It is tempting to view the trading of skins in a similar way—as a bubble which may yet burst. Yet, another way of thinking about skins is as a form of electronic art. Few skins are completely original, but like limited edition artworks, they maintain a monetary value dictated by supply and demand, underpinned by communal values of worth. Without the community subscribing to a common set of values that are given to individual skins, the market would not exist.

Within gaming communities, skins are culturally important artefacts. The possession of them confers status. Within these highly competitive worlds, this gives them an intrinsic value, of which public display is an important component. I first noticed skins when playing Stick Hero, a super simple game the purpose of which was to successfully get my character from A to B. And the number of these cherries sometimes increased of their own accord I later found out it was linked to how often I played.

Curious, I looked up what the cherries gave me—it was access to a marketplace where I could use the cherries to buy new outfits for my character or change my character altogether. But this was a game that only I played. To my mind, there was no one else to see him, so really what was the point?

But other games, especially multiplayer action games, are specifically designed for players, their avatars and their weapons to see and be seen. These games are a spectacle and it is the embedded nature of this spectacle from which skins both derive and confer value. They may be pieces of electronic art, they may confer power, prestige and status but they are also a form of currency.

Once skins were launched, a whole network of secondary marketplaces for them quickly developed. Interestingly, the skin itself is still technically the property of the game producer, but trades of these items are perfectly possible. These secondary marketplaces included websites which allowed people to sell skins for the currency of their choice. But also, a whole range of gambling sites sprung up, where the skin itself could be used as collateral for betting.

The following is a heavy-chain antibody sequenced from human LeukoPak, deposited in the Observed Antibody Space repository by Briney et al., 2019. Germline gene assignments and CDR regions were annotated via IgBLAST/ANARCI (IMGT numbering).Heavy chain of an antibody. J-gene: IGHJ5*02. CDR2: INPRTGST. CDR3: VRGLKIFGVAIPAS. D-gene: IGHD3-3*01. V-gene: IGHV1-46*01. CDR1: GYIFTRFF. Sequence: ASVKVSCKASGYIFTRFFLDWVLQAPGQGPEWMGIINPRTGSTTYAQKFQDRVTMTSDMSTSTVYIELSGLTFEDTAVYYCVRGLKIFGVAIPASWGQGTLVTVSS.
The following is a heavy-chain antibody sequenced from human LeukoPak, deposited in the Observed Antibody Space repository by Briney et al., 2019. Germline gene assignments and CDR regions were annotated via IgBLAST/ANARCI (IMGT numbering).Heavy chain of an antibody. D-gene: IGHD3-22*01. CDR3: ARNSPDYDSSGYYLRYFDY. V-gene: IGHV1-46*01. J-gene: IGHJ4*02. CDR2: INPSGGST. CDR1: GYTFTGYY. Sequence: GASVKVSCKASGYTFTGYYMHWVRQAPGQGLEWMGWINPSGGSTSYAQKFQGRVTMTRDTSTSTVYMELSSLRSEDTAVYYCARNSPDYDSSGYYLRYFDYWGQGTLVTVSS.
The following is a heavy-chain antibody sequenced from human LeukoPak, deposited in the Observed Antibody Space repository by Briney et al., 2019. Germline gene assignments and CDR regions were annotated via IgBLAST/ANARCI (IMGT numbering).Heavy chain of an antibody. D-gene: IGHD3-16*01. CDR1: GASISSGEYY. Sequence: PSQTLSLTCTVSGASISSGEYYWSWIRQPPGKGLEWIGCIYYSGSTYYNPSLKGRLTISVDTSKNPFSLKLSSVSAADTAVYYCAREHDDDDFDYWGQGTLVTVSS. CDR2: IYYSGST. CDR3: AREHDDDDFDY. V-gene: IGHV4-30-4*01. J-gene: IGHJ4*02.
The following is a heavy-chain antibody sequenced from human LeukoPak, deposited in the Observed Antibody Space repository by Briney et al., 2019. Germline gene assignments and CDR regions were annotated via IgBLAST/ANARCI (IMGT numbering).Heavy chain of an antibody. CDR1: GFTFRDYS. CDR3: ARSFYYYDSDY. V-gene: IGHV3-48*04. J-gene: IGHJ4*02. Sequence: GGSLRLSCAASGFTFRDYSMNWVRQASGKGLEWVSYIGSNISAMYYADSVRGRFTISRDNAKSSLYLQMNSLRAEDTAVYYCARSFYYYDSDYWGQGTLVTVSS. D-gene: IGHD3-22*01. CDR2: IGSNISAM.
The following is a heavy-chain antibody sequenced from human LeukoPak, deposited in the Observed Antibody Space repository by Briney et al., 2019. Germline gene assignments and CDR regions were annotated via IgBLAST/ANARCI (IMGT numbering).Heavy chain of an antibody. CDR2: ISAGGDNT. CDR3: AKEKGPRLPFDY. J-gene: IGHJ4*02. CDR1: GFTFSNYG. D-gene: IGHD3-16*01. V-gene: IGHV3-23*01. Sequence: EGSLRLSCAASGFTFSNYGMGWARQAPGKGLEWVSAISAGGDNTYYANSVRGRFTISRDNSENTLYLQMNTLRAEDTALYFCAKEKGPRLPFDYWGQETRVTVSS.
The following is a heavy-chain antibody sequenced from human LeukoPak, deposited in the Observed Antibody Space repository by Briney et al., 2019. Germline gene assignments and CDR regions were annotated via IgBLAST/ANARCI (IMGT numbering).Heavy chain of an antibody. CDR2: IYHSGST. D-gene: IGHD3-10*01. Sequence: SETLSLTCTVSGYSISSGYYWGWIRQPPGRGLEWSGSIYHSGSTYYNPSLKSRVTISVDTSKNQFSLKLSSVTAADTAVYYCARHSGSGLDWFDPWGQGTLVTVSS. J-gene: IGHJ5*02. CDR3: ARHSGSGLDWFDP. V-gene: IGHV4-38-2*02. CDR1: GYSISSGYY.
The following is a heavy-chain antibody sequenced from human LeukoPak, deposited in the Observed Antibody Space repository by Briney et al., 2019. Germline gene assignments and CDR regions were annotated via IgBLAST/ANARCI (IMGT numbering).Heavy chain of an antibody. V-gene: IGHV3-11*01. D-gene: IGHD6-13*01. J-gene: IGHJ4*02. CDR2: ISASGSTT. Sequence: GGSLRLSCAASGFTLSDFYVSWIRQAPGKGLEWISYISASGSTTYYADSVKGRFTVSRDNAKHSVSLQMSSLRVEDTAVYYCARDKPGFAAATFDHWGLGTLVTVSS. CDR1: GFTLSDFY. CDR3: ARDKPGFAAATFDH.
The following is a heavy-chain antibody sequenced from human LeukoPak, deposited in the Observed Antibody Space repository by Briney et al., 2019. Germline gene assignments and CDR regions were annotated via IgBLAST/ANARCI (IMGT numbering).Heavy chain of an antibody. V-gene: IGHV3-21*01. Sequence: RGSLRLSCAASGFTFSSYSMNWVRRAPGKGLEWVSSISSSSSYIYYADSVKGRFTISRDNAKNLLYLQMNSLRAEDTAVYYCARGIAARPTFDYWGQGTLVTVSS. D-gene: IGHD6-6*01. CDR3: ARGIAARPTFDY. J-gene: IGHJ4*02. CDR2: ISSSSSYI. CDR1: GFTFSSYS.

This included lotteries, casinos games and betting on esports itself. All unregulated, all accessible to minors. And popular. But quickly became infamous for other reasons: the year of the skin gambling controversy. As a completely unregulated industry, a raft of shady practices were brought to light. This included YouTube influencers revealing how skin betting websites altered their chances of winning when filming promotional videos so that their products would seem more attractive.

Other influencers were recommending skin betting websites without disclosing that they actually owned the websites they were promoting some of these videos were reportedly viewed over 5 million times. And an entire esports team bet against themselves on the skin betting market, throwing their match. As with social casino, regulatory, policy and legal interest was piqued. In , class action lawsuits against Valve were issued for sustaining illegal gambling markets and, yet again, Washington State led the clampdown, issuing a letter to Valve stating that they needed to stop facilitating the skin gambling market.

However, Valve did then send cease and desist notifications to over 40 skin gambling websites, though it was not entirely successful. As with social casino, the question centred on whether a skin was a thing of value. The owners were prosecuted for running an unlicensed gambling website which was taking bets from minors. In summarising the case, the District Judge said he was horrified to see footage of children as young as 12 betting on their website Gambling Commission, b.